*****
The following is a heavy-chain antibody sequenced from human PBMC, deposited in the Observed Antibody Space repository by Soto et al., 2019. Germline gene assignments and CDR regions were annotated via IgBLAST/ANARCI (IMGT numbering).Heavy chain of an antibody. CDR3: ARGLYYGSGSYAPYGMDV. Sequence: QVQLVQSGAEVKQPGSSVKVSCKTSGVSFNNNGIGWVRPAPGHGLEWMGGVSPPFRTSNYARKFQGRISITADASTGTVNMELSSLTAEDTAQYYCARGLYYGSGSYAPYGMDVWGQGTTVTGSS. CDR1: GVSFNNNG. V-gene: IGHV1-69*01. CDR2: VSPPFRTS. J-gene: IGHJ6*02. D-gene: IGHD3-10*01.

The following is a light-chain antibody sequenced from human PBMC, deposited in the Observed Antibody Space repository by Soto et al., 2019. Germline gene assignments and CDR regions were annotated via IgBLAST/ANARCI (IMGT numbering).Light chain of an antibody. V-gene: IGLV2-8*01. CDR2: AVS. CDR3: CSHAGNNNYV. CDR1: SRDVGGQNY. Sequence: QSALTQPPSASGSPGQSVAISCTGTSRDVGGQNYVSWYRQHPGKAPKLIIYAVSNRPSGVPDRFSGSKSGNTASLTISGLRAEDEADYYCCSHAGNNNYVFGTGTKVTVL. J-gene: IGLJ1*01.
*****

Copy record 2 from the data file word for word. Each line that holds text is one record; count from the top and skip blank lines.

The following is a light-chain antibody sequenced from human PBMC, deposited in the Observed Antibody Space repository by Soto et al., 2019. Germline gene assignments and CDR regions were annotated via IgBLAST/ANARCI (IMGT numbering).Light chain of an antibody. V-gene: IGLV2-8*01. CDR2: AVS. CDR3: CSHAGNNNYV. CDR1: SRDVGGQNY. Sequence: QSALTQPPSASGSPGQSVAISCTGTSRDVGGQNYVSWYRQHPGKAPKLIIYAVSNRPSGVPDRFSGSKSGNTASLTISGLRAEDEADYYCCSHAGNNNYVFGTGTKVTVL. J-gene: IGLJ1*01.